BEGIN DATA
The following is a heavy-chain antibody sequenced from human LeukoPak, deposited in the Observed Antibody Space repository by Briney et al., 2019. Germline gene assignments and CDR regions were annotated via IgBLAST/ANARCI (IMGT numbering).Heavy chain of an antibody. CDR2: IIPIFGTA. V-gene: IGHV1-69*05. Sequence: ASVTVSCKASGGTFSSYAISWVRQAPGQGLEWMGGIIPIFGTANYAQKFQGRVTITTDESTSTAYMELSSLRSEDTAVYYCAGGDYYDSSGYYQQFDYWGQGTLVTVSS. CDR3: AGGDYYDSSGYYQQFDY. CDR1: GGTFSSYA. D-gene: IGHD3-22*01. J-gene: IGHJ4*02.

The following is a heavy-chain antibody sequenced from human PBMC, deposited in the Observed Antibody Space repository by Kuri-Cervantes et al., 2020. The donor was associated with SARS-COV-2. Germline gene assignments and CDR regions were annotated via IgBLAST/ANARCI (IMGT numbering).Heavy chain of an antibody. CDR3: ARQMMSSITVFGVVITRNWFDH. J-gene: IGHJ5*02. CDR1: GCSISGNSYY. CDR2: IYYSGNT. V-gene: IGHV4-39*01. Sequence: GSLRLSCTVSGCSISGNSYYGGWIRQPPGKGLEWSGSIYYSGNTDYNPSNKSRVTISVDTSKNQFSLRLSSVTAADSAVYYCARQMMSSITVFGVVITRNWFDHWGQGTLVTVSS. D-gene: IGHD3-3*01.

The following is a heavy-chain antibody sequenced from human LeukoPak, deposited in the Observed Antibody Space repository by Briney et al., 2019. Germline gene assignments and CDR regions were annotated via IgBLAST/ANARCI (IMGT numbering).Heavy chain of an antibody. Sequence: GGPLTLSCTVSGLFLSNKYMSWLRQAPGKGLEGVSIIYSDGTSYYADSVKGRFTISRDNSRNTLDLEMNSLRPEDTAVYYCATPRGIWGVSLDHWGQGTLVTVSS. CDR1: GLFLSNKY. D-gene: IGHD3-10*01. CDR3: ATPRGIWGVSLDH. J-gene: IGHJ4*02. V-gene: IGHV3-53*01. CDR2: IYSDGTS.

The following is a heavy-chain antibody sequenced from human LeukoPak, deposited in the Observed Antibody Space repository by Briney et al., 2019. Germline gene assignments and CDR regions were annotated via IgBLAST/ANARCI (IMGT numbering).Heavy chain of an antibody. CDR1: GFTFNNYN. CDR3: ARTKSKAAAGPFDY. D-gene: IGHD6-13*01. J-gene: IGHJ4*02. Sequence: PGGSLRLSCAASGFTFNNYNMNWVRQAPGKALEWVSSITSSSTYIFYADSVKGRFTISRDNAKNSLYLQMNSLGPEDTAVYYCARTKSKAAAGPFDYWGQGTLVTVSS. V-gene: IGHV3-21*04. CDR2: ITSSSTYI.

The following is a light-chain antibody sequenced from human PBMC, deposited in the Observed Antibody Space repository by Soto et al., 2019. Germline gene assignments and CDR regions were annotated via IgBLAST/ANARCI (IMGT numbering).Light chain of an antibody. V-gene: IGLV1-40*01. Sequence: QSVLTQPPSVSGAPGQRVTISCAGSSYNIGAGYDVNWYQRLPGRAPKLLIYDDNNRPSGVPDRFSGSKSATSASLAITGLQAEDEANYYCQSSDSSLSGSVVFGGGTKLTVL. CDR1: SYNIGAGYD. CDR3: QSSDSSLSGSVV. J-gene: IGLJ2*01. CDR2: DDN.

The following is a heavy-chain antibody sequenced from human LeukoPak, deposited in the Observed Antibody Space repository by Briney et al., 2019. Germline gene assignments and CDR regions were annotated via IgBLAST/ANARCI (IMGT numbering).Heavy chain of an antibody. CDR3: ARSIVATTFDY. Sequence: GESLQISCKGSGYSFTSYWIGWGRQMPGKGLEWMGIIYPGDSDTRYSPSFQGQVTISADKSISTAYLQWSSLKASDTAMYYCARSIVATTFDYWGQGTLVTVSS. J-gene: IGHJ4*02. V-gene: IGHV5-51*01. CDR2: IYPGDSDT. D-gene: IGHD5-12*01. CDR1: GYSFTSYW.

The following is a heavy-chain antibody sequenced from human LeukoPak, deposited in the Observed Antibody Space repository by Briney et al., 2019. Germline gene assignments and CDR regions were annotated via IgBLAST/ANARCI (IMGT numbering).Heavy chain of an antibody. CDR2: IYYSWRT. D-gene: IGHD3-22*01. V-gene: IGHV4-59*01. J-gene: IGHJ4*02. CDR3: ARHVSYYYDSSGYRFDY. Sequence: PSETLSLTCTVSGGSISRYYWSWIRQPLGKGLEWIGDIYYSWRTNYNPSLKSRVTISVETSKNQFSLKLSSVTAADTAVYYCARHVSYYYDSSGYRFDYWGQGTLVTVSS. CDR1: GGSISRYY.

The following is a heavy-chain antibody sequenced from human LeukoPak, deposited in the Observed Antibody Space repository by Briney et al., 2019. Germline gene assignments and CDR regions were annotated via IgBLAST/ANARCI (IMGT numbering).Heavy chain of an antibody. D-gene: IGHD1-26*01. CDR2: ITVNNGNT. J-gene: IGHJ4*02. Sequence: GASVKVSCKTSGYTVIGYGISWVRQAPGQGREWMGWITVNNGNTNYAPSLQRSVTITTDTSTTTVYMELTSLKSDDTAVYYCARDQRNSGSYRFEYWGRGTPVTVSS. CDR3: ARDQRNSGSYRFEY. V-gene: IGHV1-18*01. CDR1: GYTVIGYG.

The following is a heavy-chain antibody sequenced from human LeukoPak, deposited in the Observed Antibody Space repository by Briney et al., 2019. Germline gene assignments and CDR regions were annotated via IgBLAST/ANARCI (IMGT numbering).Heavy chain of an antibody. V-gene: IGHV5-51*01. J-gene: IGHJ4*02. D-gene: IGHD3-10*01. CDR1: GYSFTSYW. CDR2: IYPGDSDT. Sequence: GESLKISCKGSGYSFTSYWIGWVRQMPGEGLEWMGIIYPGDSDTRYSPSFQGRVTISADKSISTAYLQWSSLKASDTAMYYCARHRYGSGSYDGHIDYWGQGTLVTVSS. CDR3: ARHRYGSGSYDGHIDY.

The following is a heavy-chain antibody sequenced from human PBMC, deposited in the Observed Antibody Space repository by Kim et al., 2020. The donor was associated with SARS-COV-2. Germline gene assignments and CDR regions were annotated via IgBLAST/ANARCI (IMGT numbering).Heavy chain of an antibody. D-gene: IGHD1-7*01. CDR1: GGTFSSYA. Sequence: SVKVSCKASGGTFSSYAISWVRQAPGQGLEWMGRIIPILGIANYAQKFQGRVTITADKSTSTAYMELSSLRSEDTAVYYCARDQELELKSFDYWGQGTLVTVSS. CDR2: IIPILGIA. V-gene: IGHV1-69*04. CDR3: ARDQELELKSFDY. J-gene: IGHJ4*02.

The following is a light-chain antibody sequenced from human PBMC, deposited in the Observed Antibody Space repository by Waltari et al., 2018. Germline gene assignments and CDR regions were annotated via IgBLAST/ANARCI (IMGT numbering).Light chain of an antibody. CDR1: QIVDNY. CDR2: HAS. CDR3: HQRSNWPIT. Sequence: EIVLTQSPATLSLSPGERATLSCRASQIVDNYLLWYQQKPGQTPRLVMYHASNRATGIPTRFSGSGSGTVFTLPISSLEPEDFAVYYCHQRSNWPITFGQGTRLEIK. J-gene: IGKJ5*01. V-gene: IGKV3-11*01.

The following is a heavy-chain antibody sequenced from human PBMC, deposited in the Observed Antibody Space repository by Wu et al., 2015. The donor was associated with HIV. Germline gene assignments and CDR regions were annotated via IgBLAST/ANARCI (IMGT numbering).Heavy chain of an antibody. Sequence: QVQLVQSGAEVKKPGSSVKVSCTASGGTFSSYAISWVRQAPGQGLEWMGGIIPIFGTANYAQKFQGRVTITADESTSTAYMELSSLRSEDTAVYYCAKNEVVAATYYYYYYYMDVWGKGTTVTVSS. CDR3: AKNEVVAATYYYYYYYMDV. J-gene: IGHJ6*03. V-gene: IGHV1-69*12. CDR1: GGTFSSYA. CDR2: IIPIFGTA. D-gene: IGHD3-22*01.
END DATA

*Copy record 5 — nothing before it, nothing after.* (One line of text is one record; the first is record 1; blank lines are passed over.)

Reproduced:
The following is a light-chain antibody sequenced from human PBMC, deposited in the Observed Antibody Space repository by Soto et al., 2019. Germline gene assignments and CDR regions were annotated via IgBLAST/ANARCI (IMGT numbering).Light chain of an antibody. V-gene: IGLV1-40*01. Sequence: QSVLTQPPSVSGAPGQRVTISCAGSSYNIGAGYDVNWYQRLPGRAPKLLIYDDNNRPSGVPDRFSGSKSATSASLAITGLQAEDEANYYCQSSDSSLSGSVVFGGGTKLTVL. CDR1: SYNIGAGYD. CDR3: QSSDSSLSGSVV. J-gene: IGLJ2*01. CDR2: DDN.